Museum of Memory and Human Rights

    Il Museum of Memory and Human Rights it is relatively new (it was inaugurated in 2010) and tells through original documents, videos, interviews and objects that terrible page of Chilean history that was the military dictatorship of Pinochet which, between 1973 and 1990, caused 40000 victims including desparecidos and executions summary. The museum is very touching, so if you are not in the right mood it is best to avoid it.

    Bahá'í Temple (South American Bahá'í House of Worship)

    This temple was inaugurated in October 2016 as a meeting and prayer point for the faithful of the Bahá'í region, the newest in the world. There fede Bahá'í is a monotheistic religion born in Iran during the mid 1817th century, whose members follow the teachings of Bahá'u'lláh (1892-XNUMX), prophet and founder. This religion emphasizes the spiritual unity of all humanity. Three fundamental principles establish the basis of the Bahá'í teachings: the unity of God (one God who is the source of all creation), the unity of religion (all great religions have the same spiritual origin and come from the same God) and the unity of humanity (all men were created equal and diversity of race and culture are valued gifts worthy of appreciation and acceptance). There are temples on all continents, and in Santiago there is, in fact, the reference temple for South America. The architecture is very particular, it reminded me of a flower that is about to open, and the scenic effect is very beautiful. The temple is located several kilometers outside the center, a little higher, but is easily accessible by taxi or Uber. Check the opening hours before you go!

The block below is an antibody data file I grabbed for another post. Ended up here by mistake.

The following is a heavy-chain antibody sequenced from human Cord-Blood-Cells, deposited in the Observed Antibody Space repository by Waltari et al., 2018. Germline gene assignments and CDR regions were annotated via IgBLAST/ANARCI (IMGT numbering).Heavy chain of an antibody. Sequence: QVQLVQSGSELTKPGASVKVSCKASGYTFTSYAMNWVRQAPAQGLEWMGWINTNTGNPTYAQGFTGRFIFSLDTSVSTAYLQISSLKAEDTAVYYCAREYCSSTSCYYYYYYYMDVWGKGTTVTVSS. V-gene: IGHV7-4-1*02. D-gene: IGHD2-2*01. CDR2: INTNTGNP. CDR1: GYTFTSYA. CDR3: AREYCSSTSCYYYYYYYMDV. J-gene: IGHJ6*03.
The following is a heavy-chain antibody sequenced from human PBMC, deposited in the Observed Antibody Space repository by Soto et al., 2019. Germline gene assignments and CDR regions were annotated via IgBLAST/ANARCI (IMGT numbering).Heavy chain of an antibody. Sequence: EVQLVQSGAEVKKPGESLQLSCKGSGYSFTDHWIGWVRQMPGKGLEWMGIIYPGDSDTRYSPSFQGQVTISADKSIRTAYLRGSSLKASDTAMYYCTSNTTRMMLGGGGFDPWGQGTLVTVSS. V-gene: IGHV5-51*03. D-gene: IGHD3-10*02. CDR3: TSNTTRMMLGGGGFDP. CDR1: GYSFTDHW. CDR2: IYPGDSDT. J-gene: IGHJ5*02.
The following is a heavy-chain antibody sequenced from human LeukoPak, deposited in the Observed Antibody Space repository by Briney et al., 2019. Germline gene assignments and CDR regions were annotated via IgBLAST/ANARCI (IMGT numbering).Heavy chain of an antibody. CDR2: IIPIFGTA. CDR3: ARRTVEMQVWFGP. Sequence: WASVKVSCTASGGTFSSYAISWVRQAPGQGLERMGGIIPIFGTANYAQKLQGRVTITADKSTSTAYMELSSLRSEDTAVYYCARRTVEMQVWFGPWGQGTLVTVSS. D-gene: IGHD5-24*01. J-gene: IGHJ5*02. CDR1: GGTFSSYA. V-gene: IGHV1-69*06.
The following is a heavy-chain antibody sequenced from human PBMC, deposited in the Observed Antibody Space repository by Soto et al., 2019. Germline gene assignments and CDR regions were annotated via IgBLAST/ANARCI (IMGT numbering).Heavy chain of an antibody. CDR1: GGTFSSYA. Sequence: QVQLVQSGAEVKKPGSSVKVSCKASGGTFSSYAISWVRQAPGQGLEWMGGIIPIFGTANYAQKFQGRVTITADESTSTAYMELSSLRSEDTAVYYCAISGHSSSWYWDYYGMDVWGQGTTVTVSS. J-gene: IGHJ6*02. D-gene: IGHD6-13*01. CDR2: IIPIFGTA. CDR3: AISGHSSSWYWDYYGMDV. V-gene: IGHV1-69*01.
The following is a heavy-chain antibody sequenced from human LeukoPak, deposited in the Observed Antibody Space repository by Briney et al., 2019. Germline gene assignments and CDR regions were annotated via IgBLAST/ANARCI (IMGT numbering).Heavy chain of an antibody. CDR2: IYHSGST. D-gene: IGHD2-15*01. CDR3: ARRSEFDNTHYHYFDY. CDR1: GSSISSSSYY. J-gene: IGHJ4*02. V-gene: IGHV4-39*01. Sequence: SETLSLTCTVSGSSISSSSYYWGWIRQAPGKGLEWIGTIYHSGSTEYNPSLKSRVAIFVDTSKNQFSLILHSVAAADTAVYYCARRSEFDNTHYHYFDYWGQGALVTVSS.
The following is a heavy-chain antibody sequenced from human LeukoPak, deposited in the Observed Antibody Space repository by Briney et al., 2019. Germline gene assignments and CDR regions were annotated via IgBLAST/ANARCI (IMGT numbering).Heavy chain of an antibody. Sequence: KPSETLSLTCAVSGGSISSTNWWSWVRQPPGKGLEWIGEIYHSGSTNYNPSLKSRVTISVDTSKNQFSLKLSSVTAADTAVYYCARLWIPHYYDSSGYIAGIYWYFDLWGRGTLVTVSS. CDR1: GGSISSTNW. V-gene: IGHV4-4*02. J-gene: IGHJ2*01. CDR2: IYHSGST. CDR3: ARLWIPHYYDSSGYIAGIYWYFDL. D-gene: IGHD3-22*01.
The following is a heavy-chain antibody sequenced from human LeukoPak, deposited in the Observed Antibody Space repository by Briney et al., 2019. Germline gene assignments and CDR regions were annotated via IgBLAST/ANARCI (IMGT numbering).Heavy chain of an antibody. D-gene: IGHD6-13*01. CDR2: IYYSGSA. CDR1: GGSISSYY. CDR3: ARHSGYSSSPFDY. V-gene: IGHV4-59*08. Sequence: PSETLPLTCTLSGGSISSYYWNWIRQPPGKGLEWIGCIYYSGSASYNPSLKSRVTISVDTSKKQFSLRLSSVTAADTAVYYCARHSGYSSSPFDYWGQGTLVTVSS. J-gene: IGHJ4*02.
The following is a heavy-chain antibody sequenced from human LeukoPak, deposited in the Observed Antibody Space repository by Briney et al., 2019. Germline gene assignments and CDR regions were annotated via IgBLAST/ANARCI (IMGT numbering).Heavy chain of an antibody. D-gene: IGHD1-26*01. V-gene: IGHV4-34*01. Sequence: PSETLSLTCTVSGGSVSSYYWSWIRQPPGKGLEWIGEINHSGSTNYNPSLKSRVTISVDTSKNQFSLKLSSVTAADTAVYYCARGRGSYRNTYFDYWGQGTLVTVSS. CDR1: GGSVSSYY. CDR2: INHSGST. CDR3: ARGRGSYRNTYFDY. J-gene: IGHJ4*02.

Where to sleep in Santiago de Chile

    My advice is to sleep in the Barrio Bellavista or in Lastarria. In particular, I recommend:

    Eco-Hostal Tambo Verde (Bellavista)